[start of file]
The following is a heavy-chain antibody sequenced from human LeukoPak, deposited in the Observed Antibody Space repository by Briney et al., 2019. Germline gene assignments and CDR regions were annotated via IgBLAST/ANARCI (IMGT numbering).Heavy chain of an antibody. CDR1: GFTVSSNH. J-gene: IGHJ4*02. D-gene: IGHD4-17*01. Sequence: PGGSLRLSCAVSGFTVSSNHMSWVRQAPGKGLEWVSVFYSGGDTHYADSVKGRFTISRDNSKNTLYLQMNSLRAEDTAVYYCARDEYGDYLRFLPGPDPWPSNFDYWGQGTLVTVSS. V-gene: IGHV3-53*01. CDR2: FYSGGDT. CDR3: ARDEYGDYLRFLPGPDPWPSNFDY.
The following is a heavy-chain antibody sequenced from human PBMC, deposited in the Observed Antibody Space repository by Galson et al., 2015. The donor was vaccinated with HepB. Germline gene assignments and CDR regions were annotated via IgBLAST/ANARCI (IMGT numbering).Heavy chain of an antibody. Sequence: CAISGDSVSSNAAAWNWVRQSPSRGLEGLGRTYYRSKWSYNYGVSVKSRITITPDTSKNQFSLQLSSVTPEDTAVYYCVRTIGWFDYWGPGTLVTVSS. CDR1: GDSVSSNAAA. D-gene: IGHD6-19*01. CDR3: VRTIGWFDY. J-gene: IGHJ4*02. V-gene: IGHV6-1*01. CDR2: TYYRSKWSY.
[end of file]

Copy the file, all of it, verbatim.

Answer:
The following is a heavy-chain antibody sequenced from human LeukoPak, deposited in the Observed Antibody Space repository by Briney et al., 2019. Germline gene assignments and CDR regions were annotated via IgBLAST/ANARCI (IMGT numbering).Heavy chain of an antibody. CDR1: GFTVSSNH. J-gene: IGHJ4*02. D-gene: IGHD4-17*01. Sequence: PGGSLRLSCAVSGFTVSSNHMSWVRQAPGKGLEWVSVFYSGGDTHYADSVKGRFTISRDNSKNTLYLQMNSLRAEDTAVYYCARDEYGDYLRFLPGPDPWPSNFDYWGQGTLVTVSS. V-gene: IGHV3-53*01. CDR2: FYSGGDT. CDR3: ARDEYGDYLRFLPGPDPWPSNFDY.
The following is a heavy-chain antibody sequenced from human PBMC, deposited in the Observed Antibody Space repository by Galson et al., 2015. The donor was vaccinated with HepB. Germline gene assignments and CDR regions were annotated via IgBLAST/ANARCI (IMGT numbering).Heavy chain of an antibody. Sequence: CAISGDSVSSNAAAWNWVRQSPSRGLEGLGRTYYRSKWSYNYGVSVKSRITITPDTSKNQFSLQLSSVTPEDTAVYYCVRTIGWFDYWGPGTLVTVSS. CDR1: GDSVSSNAAA. D-gene: IGHD6-19*01. CDR3: VRTIGWFDY. J-gene: IGHJ4*02. V-gene: IGHV6-1*01. CDR2: TYYRSKWSY.